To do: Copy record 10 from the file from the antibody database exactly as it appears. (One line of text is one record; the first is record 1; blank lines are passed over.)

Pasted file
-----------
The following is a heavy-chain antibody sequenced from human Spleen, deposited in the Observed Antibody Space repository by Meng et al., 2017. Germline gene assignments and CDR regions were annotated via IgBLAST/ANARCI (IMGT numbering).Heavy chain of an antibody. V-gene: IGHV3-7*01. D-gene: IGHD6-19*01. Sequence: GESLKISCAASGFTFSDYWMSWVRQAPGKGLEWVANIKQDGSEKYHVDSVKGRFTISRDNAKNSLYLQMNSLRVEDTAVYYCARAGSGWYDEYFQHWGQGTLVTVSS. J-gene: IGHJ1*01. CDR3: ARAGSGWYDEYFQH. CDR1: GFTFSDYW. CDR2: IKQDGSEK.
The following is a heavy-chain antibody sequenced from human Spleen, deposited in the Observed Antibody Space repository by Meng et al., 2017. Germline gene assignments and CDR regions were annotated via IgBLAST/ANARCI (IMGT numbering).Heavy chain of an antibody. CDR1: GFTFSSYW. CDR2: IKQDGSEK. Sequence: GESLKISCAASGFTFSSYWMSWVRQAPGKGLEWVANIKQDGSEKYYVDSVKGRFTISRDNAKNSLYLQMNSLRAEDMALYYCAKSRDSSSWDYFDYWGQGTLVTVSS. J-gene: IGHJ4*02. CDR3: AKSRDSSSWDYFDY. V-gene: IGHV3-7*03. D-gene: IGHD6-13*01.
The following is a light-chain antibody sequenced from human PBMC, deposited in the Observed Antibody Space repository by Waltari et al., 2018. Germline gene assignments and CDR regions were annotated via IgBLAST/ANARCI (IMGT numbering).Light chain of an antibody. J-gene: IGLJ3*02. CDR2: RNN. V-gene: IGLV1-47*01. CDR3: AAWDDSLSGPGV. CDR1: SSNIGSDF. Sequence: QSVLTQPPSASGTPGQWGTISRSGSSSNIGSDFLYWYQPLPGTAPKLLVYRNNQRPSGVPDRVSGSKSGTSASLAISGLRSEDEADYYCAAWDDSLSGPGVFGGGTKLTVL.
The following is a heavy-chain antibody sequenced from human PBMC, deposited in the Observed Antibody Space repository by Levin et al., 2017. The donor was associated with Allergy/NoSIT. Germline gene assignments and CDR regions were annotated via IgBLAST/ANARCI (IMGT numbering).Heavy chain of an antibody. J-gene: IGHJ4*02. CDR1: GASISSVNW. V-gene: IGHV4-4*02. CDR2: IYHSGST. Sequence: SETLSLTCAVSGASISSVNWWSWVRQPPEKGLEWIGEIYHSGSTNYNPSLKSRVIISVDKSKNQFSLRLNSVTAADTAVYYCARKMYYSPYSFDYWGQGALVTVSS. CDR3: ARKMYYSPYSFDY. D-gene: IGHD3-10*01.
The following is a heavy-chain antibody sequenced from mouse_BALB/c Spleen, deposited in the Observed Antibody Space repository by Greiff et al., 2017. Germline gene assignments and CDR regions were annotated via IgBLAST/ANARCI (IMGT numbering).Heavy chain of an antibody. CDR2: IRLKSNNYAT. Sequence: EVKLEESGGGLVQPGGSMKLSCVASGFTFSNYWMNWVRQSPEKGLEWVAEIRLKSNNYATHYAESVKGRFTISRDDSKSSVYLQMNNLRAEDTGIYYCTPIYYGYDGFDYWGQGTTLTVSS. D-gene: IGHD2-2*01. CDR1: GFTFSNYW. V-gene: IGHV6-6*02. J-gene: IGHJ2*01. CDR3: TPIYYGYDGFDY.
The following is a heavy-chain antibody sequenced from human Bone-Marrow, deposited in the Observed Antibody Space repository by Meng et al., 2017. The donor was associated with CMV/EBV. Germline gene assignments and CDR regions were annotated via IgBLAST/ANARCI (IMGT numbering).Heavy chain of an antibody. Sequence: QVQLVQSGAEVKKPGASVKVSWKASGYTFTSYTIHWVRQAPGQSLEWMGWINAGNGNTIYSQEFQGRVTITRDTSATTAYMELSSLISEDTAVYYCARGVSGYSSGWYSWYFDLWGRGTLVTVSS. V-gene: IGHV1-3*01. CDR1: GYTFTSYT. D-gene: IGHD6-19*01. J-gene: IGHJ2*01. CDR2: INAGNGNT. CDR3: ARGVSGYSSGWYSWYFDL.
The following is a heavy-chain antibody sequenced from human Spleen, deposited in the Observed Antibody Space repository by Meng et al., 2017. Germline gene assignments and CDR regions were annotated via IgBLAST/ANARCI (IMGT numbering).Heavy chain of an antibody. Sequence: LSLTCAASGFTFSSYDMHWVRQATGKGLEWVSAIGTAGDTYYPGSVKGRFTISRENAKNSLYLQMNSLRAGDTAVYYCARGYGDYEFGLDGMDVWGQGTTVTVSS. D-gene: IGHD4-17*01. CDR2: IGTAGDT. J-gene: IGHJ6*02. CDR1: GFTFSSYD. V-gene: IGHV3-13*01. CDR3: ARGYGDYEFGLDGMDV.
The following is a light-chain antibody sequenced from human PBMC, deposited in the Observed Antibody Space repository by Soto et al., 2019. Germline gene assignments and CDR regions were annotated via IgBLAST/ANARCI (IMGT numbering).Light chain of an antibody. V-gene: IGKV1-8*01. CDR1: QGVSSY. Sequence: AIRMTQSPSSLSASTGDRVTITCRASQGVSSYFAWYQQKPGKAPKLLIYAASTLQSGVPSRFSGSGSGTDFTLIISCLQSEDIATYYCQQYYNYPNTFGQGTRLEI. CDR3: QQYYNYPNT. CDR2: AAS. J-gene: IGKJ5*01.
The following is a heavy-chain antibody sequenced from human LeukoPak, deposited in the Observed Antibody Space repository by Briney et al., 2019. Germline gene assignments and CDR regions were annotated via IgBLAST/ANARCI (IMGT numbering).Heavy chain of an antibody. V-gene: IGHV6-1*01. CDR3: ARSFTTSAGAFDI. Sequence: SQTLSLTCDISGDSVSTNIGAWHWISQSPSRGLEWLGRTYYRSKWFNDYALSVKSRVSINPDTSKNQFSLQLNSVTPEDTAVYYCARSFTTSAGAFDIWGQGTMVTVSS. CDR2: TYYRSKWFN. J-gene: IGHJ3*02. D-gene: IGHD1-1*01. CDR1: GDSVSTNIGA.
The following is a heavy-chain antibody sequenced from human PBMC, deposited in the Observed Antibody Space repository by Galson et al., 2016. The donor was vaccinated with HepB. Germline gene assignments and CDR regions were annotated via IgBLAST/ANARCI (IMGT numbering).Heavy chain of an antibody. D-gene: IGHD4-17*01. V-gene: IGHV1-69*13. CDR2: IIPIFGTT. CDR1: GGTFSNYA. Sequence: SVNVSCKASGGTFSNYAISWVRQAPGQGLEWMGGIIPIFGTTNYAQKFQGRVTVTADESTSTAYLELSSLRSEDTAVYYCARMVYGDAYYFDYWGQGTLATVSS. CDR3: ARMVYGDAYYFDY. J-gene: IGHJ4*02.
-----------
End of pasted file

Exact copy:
The following is a heavy-chain antibody sequenced from human PBMC, deposited in the Observed Antibody Space repository by Galson et al., 2016. The donor was vaccinated with HepB. Germline gene assignments and CDR regions were annotated via IgBLAST/ANARCI (IMGT numbering).Heavy chain of an antibody. D-gene: IGHD4-17*01. V-gene: IGHV1-69*13. CDR2: IIPIFGTT. CDR1: GGTFSNYA. Sequence: SVNVSCKASGGTFSNYAISWVRQAPGQGLEWMGGIIPIFGTTNYAQKFQGRVTVTADESTSTAYLELSSLRSEDTAVYYCARMVYGDAYYFDYWGQGTLATVSS. CDR3: ARMVYGDAYYFDY. J-gene: IGHJ4*02.